de Kooning and the New York School
When the Dutch-born American artist Willem de Kooning arrived in New York in 1927, the city was in the midst of dynamic, multicultural growth that was without parallel in Europe. He soon connected with a circle of artists who were interested in assimilating European modernist idioms into a style of painting that reflected the unique energy of the American experience. De Kooning befriended Arshile Gorky, a fellow émigré painter whose fluid, Surrealist-inspired, figure-based abstractions had a profound influence on de Kooning and his generation throughout the 1930s and ’40s.
By the 1930s, the Metropolitan Museum of Art had become one of the leading art centers in the world. The museum’s interest in modern art was limited, but New York artists learned of current European avant-garde developments through the opening of new institutions: the Gallery of Living Art (1927–42), The Museum of Modern Art (1929), the Museum of Non-Objective Art (now the Solomon R. Guggenheim Museum, 1939), and Peggy Guggenheim’s short-lived but influential Art of This Century Gallery (1942–47). New York institutions, exhibitions, and commercial galleries provided opportunities for artists to absorb a wide range of historical and multicultural influences, leading some to feel a moral imperative to their role in the creative arts.
The fecundity of these multiple influences gave rise to an informal group of American artists who had turned away from the regionalist and social realist subjects that were popular in the 1930s. In the 1940s these artists began painting in a variety of Abstract Expressionist styles that were inspired by universal themes and archaic myths, executed on a heroic scale that seemed appropriate to the global cataclysm of World War II and its aftermath. Collectively called the New York School, these artists were championed in a variety of magazines and other publications by two influential, but often competing, cultural critics. Harold Rosenberg advocated for the psychological authenticity of individualism, claiming that the canvas was an arena in which the artist engaged in a cathartic experience he termed “action painting,” seen in the work of de Kooning, Pollock, Pousette-Dart, Guston, and Kline. Clement Greenberg argued that the avant-garde was a product of enlightenment, an inevitable revolution against false sentiment and illusion in art, favoring abstract principles specific to each medium, as typified by the work of de Kooning, Pollock, Rothko, Newman, Reinhardt, Frankenthaler, and David Smith. Despite their differences, both critics agreed that the paintings of de Kooning and Pollock heralded a milestone in postwar American culture, and proclaimed that New York had now become the capital of modern art.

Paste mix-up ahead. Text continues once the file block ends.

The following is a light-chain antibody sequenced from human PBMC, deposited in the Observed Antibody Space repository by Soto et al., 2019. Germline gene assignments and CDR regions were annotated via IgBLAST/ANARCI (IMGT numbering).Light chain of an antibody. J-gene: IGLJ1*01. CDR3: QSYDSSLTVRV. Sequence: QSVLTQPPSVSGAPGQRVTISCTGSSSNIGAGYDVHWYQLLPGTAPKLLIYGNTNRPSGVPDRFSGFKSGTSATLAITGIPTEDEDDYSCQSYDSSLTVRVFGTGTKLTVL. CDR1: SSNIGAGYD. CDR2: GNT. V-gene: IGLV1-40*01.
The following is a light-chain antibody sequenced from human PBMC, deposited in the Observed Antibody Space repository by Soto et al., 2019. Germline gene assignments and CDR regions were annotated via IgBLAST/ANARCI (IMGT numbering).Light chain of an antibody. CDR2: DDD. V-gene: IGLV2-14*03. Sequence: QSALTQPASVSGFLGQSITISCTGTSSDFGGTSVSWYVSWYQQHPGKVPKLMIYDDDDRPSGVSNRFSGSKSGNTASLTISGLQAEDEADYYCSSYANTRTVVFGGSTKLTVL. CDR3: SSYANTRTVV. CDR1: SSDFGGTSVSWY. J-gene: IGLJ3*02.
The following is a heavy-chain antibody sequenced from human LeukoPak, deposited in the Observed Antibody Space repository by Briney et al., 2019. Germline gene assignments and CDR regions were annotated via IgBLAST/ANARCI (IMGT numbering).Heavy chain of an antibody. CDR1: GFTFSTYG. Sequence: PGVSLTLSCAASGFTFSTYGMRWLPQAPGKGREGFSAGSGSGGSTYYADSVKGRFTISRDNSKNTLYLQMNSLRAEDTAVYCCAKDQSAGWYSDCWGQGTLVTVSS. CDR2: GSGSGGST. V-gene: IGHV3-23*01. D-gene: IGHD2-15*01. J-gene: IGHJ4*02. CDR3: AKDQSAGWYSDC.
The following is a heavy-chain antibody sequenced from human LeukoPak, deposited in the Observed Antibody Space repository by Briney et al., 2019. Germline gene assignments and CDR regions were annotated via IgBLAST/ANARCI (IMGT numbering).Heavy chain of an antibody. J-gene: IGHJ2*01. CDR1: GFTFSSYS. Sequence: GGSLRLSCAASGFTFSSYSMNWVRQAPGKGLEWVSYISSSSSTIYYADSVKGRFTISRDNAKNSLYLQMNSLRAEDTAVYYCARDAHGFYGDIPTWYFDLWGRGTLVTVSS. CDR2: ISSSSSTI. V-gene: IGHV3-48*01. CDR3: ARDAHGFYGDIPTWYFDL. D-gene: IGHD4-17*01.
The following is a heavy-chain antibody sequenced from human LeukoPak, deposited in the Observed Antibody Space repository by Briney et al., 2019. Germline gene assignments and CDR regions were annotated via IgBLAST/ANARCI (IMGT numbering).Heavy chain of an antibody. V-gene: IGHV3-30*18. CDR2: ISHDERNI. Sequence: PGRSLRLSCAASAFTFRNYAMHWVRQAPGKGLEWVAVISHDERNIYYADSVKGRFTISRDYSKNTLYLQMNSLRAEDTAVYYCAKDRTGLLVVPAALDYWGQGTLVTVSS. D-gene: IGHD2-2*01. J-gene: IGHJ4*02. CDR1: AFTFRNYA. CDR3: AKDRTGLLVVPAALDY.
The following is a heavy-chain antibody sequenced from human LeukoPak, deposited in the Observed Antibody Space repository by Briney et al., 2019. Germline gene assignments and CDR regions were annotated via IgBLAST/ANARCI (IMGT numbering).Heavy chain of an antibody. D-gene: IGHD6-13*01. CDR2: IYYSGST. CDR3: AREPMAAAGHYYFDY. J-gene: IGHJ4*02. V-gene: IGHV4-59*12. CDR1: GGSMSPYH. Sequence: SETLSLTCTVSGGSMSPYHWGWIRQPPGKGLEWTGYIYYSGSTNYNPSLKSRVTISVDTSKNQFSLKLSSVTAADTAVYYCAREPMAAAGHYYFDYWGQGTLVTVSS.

Associate Curator of Prints and Drawings
Also visit Willem de Kooning: Drawing and Painting in the Modern Art galleries
2008-2 White Undulation, 1941–42
L.1989.1.14 Amputation Ritual, 1946
L.1989.4.6 Untitled, 1943
x1973-13 Untitled, about 1935
2003-232 Suite Moderne, Fandango, 1947
x1991-230 Willem de Kooning, ca. 1950
L.1989.4.7 Untitled, 1958
L.1989.1.11 Untitled (woman), ca. 1966
x1977-4 Minnie Mouse, 1971
x1977-2 Pompeii, 1976
x1983-195 Untitled Etching #1, 1969
2010-183.5 Revenge, 1960
2010-183.9 Poem, 1960
x1986-210.10 Untitled, 1964
2001-206 Hen, 1950
2005-48 Study for Spanish Elegies, 1957
2005-46 Study for Spanish Elegies, 1957
2005-47 Study for Spanish Elegies, 1957